The Importance of Safety Signs and Hazard Signs in the Workplace

The proper use of safety signs is a compulsory requirement for all businesses, commercial organisations and public access buildings. Legislation is in place to enforce the proper use of these signs. The enforcement of this legislation is within the remit of The Health and Safety Executive (The HSE).

The content of health and safety signs is split into the following categories.

1. Prohibition.

A predominantly red and white safety sign which denotes that a certain behavior or activity is prohibited. “No smoking” and “No access” are common examples.

2. Hazard.

A warning triangle which is yellow with a black border signifies all potential hazards. Signs can be generic and just state “Danger” or can be more specific, such as “Caution slippery surface” or “Danger High Voltage”. The symbol within the triangle varies according to the hazard. An exclamation mark denotes a general hazard, whereas a lightning strike denotes an electrical hazard.

3. Mandatory.

A blue and white sign denotes that a certain action must be taken. By far the most common use is to signify that certain types of protective equipment must be worn or used. “Hard Hats”, “Safety Footwear”, “Hi-visibility clothing” and “Eye protection” are essential in nearly all areas of industry and construction.

4. Fire Equipment.

A red and white sign is used to denote all fire equipment such as extinguishers, alarm call points, and fire hoses. Extinguisher signs are further coded to denote the type and its proper use. For example, CO2 (black) signifies safe for use on electrical fires but should not be used in a confined space.

5. Safe condition.

A green and white sign that denotes safe conditions. These are predominantly used to inform people of escape routes and escape procedures. The normal style is wording such as “Fire Exit” or “Exit” along with a running man symbol and a directional arrow. Other common uses are for “Assembly point” and “Push Bar to Open”.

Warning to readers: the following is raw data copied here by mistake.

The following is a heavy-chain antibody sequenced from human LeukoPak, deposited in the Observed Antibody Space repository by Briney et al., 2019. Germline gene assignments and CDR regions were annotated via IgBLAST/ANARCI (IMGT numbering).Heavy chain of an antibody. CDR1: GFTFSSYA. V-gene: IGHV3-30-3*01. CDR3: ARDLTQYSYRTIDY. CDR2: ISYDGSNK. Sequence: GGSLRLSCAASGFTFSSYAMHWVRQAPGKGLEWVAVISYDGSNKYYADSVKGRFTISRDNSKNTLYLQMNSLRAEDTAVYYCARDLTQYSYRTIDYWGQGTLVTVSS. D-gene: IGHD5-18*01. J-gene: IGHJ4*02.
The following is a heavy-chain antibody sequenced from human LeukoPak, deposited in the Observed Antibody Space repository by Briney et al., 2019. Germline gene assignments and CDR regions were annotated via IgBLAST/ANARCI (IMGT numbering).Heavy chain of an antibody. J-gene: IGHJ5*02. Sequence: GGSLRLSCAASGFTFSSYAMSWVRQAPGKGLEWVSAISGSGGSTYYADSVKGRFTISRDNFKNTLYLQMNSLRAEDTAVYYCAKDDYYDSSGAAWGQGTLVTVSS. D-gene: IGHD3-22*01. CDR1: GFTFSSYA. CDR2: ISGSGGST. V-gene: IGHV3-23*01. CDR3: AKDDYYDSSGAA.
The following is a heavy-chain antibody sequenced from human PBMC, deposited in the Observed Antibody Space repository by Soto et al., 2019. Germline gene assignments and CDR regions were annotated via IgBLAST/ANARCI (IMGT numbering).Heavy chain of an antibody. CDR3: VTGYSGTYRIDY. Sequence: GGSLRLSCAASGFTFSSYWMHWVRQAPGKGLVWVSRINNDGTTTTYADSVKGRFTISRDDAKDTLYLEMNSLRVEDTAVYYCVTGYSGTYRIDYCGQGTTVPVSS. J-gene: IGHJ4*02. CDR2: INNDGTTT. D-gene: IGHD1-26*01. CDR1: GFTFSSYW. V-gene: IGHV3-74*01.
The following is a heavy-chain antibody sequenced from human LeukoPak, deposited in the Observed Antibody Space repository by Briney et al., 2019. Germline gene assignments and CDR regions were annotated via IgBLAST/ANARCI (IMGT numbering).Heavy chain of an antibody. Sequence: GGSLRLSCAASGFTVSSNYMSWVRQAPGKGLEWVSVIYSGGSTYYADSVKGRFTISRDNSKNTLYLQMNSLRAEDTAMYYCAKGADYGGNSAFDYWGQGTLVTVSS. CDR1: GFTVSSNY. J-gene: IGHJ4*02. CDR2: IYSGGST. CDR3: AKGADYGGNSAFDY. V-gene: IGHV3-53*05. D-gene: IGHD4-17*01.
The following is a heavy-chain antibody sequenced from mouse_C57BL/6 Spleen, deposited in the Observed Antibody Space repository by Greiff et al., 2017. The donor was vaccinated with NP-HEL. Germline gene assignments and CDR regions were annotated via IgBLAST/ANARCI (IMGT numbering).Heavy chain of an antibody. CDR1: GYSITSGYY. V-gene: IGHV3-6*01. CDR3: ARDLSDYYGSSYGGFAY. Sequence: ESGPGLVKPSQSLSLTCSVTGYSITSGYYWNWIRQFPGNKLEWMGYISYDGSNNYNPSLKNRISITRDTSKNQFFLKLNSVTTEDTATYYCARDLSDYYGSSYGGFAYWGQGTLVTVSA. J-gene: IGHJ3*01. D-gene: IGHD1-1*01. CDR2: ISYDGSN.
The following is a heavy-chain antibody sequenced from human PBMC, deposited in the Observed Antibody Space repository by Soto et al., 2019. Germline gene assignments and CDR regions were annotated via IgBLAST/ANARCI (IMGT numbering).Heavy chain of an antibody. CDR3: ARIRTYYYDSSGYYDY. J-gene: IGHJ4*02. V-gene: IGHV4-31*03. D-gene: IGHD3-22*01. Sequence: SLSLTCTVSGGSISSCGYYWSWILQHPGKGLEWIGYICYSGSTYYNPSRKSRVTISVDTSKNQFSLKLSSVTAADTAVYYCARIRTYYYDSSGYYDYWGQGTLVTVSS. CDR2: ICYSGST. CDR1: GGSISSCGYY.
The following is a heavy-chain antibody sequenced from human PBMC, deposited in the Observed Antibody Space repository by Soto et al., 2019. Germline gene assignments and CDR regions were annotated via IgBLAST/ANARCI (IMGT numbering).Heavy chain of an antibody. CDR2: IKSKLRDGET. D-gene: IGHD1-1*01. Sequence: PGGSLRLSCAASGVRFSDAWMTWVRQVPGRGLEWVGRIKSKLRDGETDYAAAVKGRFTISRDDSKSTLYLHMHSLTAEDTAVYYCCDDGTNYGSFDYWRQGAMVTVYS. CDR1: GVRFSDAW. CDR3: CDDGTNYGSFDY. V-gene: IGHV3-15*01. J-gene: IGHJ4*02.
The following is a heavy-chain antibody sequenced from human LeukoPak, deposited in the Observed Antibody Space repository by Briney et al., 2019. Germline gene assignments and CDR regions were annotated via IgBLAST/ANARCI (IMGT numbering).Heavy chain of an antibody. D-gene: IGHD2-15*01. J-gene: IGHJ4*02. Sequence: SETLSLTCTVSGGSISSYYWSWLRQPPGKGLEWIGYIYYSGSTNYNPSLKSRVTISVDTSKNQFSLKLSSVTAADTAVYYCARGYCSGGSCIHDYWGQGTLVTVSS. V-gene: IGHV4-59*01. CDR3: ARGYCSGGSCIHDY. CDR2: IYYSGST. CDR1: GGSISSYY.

All of these signs are usually available in a choice of materials. Self adhesive vinyl, rigid plastic, dibond and aluminium are the most usual materials. Self adhesive vinyl is for internal use, and should only be applied to smooth flat surfaces. Rigid plastic can be used externally but is predominantly for internal use. These can be fixed using appropriate double sided tape or can be pre-drilled for screw fixing. Dibond and aluminium are more suitable for external use and have the appropriate fire ratings for signage in high risk areas, such as chemical or gas cylinder stores. For buildings without emergency lighting, the use of photoluminous signs is essential particularly for Fire Exit and Fire Equipment signage. This too is available in all of the above materials but as only suitable for interior use, most commonly in Self Adhesive Vinyl and Rigid Plastic.

The size of the signage required is determined by the viewing distance of the sign. For example, as a rough guide, signs visible up to 10 metres away should be 300mm x 100mm, up to 20 metres, 600mm x 200mm and up to 40m, 1200mm x 400mm.

There are many British Standards governing the design of signs, but with particular reference to “Fire exit” and “Fire equipment” signs, BS5499 or 92/58/EEC should be used.

Sign buyers should also be aware of their responsibilities under the Disability Discrimination Act (DDA) where it may be appropriate to provide signs in “Tactile” or “Braille” formats.

In short, signs are an essential part of every business and advice should be sought when determining what is needed in terms of content, size and material.